Vision

iSpace Research Agenda & Vision in a Nutshell

Virtual real­ity soft­ware and hard­ware is becom­ing increas­ingly afford­able and pow­er­ful, and is increas­ingly being used in exper­i­men­tal research. In fact, the pos­si­bil­ity to con­duct tightly con­trolled and repeat­able exper­i­ments with nat­u­ral­is­tic multi-modal stim­uli in a closed action-perception loop sug­gest that VR could become a pow­er­ful yet flex­i­ble research tool.

Despite increas­ing com­pu­ta­tional power and ren­der­ing qual­ity, though, it is debat­able whether humans nec­es­sar­ily per­ceive and behave sim­i­larly in real and vir­tual envi­ron­ments – which is essen­tial for achiev­ing suf­fi­cient real-world trans­fer of exper­i­men­tal results gained in the lab. What might be miss­ing? What can we learn from this? How might we be able to “cheat intel­li­gently” in VR and, e.g., pro­vide users with a com­pelling sen­sa­tion of moving through the sim­u­lated envi­ron­ments with­out the need for full phys­i­cal loco­mo­tion? Can the mere illu­sion of self-motion (“vec­tion”) be suf­fi­cient for pro­vid­ing sim­i­lar ben­e­fits as actual loco­mo­tion? i.e., what is the func­tional sig­nif­i­cance of vec­tion? How far can we get with just visual cues? What ben­e­fits do we gain from multi-modal stimuli?

See also our iSpace Youtube Playlist

Below is a short intro video of iSpace lab and a few graph­ics to explain our research agenda and vision. enjoy.

 

Summary of iSpace Main Research Program

[Note that there are many other areas that we work in and are inter­ested in expand­ing into. See also our iSpace Youtube Playlist]

GOAL: To inves­ti­gate what con­sti­tutes effec­tive, robust, and intu­itive human spa­tial ori­en­ta­tion and behav­iour. This fun­da­men­tal knowl­edge will be applied to design novel, more effec­tive human-computer inter­faces and inter­ac­tion par­a­digms that enable sim­i­larly effec­tive processes in computer-mediated envi­ron­ments like vir­tual real­ity (VR), immer­sive gaming, and multi-media.

MOTIVATION: While modern VR sim­u­la­tions can have stun­ning pho­to­re­al­ism, they are typ­i­cally unable to pro­vide a life-like and com­pelling sen­sa­tion of moving through the sim­u­lated world, thus lim­it­ing per­ceived real­ism, behav­ioural effec­tive­ness, user accep­tance, and com­mer­cial suc­cess. Moreover, VR users fre­quently get dis­ori­ented because the sup­ported spa­tial behav­iour is still clumsy and unnatural.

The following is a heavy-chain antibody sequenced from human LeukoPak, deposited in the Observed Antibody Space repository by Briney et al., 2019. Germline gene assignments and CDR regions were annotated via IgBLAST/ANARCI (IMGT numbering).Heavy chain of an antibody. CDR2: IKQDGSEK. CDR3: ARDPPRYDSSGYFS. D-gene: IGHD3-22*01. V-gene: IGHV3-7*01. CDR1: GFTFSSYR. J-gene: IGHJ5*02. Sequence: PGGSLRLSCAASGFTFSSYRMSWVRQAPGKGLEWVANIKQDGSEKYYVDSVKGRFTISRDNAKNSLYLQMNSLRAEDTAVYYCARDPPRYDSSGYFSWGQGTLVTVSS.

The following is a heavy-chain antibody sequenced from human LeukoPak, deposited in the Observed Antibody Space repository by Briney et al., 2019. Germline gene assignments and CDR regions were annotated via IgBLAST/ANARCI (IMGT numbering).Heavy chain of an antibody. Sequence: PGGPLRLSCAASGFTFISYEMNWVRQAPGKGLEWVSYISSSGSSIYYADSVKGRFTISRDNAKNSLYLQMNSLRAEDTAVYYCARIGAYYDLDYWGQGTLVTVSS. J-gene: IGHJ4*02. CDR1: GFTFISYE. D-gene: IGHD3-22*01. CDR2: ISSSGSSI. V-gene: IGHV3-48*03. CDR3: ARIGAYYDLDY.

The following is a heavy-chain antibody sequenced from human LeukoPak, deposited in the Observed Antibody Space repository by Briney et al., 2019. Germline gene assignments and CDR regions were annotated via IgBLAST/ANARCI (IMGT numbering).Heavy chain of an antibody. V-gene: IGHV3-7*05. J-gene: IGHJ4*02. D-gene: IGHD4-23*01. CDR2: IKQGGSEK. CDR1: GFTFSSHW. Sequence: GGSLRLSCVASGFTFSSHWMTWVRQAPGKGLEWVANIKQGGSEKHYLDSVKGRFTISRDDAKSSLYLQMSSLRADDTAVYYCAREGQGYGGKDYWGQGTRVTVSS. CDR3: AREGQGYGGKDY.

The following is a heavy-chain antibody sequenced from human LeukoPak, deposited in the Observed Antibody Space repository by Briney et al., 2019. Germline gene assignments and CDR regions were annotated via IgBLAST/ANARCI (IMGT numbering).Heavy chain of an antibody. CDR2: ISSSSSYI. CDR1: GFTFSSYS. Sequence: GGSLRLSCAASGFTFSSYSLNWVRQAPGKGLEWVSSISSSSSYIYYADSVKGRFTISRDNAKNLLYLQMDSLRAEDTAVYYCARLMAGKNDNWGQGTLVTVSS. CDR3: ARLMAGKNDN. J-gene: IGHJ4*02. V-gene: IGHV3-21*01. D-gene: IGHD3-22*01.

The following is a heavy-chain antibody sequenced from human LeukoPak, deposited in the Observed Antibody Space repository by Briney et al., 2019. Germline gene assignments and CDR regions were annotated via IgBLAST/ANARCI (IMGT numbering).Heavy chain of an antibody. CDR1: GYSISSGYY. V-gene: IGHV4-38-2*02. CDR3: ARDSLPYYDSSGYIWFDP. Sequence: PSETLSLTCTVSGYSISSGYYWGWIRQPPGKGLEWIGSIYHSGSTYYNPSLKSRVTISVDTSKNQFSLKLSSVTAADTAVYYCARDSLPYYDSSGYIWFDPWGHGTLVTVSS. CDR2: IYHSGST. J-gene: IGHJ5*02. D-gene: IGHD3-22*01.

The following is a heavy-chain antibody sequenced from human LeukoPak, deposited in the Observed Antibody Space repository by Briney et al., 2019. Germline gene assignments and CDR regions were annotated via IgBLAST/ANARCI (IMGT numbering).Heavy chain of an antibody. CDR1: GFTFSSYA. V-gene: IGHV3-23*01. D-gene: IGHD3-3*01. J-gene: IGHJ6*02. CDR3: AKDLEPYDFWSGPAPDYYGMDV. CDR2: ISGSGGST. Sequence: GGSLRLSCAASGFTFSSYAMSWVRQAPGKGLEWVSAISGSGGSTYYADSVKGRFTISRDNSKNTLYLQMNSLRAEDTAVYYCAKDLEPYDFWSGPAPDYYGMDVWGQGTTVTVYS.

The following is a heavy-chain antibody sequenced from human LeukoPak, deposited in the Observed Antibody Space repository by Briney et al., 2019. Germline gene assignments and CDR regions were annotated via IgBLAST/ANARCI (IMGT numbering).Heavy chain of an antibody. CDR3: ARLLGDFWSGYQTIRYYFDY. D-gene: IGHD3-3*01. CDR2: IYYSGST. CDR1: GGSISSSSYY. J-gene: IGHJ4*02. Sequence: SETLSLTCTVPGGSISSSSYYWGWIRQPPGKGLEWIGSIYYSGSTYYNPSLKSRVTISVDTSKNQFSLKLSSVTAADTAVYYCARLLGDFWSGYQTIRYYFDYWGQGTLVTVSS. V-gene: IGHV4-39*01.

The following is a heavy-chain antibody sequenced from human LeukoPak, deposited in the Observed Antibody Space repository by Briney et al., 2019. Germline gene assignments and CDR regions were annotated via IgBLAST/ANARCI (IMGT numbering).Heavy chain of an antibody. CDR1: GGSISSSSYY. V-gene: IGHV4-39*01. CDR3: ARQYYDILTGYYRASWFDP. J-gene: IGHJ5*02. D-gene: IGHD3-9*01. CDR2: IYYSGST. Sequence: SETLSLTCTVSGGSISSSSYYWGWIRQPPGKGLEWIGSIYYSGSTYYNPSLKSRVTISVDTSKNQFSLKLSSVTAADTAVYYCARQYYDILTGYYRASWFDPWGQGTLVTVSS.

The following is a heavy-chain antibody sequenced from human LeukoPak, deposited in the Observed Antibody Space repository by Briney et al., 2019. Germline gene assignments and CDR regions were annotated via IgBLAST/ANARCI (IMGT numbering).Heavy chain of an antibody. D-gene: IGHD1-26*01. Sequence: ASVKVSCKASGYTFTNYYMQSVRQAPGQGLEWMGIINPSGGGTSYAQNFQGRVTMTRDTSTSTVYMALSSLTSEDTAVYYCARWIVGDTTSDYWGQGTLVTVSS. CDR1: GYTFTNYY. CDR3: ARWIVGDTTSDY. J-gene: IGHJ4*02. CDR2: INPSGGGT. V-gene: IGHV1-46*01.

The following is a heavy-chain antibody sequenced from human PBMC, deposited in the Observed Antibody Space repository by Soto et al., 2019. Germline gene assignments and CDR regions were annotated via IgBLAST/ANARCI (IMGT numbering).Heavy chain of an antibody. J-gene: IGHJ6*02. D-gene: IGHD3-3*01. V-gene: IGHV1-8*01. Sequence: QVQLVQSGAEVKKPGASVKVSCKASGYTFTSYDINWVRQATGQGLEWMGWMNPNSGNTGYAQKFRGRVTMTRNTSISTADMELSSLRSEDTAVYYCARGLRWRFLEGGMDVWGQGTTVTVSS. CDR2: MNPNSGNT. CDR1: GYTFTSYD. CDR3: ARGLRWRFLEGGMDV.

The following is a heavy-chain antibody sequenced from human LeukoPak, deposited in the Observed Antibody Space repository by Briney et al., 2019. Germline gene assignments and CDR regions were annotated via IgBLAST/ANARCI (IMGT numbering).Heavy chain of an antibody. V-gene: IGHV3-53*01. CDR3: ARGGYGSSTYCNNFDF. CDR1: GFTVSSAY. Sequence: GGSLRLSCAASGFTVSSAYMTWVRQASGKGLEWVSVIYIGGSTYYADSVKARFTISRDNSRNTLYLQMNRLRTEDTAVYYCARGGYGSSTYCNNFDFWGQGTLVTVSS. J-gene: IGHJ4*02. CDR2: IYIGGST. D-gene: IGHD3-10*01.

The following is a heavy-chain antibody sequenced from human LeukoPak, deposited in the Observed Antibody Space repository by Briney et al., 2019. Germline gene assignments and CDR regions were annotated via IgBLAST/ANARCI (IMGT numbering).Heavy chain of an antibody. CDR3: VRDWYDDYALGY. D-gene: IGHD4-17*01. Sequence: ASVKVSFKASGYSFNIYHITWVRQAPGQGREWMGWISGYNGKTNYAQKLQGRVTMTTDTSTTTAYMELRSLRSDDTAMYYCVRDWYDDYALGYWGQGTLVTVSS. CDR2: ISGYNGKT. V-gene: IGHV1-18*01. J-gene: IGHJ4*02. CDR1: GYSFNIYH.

APPROACH & SHORT/MID-TERM OBJECTIVES: I pro­pose that inves­ti­gat­ing and exploit­ing self-motion illu­sions (“vec­tion”) might be a lean and ele­gant way to over­come such short­com­ings and pro­vide a truly “moving expe­ri­ence” in computer-mediated envi­ron­ments, thus enabling more affordable-yet-effective sim­u­la­tions for broader audi­ences. My team recently pro­vided the first evi­dence that such embod­ied self-motion illu­sions can indeed facil­i­tate per­spec­tive switches and spa­tial ori­en­ta­tion, thus pro­vid­ing sim­i­lar ben­e­fits as actual self-motion, but with­out the cost and effort involved in having to phys­i­cally move the user. This research pro­gram will cor­rob­o­rate and fur­ther inves­ti­gate the functional/behavioural sig­nif­i­cance of self-motion illu­sions for a wider range of spa­tial orientation/cognition tasks that would nor­mally be dif­fi­cult to accom­plish with­out actual self-motion. To this end, my team will per­form exper­i­ments with human par­tic­i­pants in VR to inves­ti­gate and opti­mize multi-modal and higher-level con­tri­bu­tions and inter­ac­tions for spa­tial ori­en­ta­tion and self-motion perception/illusions, while min­i­miz­ing ref­er­ence frame con­flicts. Specifically, we will:
(A) Research and uti­lize higher-level and multi-modal syn­er­gis­tic ben­e­fits to enhance vec­tion;
(B) Design and eval­u­ate user-powered motion cueing inter­faces;
(C) Investigate the func­tional sig­nif­i­cance of vec­tion using three com­ple­men­tary exper­i­men­tal par­a­digms;
(D) Design tran­si­tions into VR;
(E) Develop novel exper­i­men­tal par­a­digms; and
(F) Integrate find­ings into our the­o­ret­i­cal frame­work.
Multi-modal, nat­u­ral­is­tic and immer­sive VR pro­vides the unique oppor­tu­nity to study human per­cep­tion and behav­iour in repro­ducible, clearly defined and con­trol­lable exper­i­men­tal con­di­tions.
LONG-TERM GOALS: To inves­ti­gate how we can best employ self-motion illu­sion and research-guided inter­face design and devel­op­ment to enable life-like, robust and effort­less spa­tial cog­ni­tion, ori­en­ta­tion and behav­iour in VR and other immer­sive media.

SIGNIFICANCE: This research pro­gram will lead to a deeper under­stand­ing of human spa­tial cog­ni­tion, per­cep­tion and behav­iour that will enable us to design more effec­tive human-computer inter­faces and inter­ac­tion metaphors. These will pro­vide improved test beds for eval­u­a­tion as well as enable and inspire fur­ther research. Thus, com­bin­ing fun­da­men­tal and applied research per­spec­tives will allow us to iden­tify the essen­tial para­me­ters of perception/action and will pin-point the “blind spots” that enable the brain to be tricked when sim­u­lat­ing VR. This will enable the cre­ation of better cost-effective vir­tual solu­tions for numer­ous immer­sive and tele-presence appli­ca­tions such as driving/flight sim­u­la­tion, archi­tec­ture walk-throughs, immer­sive gaming and recre­ation, space explo­ration, engi­neer­ing, emer­gency train­ing, min­i­mally inva­sive surgery, and video conferencing.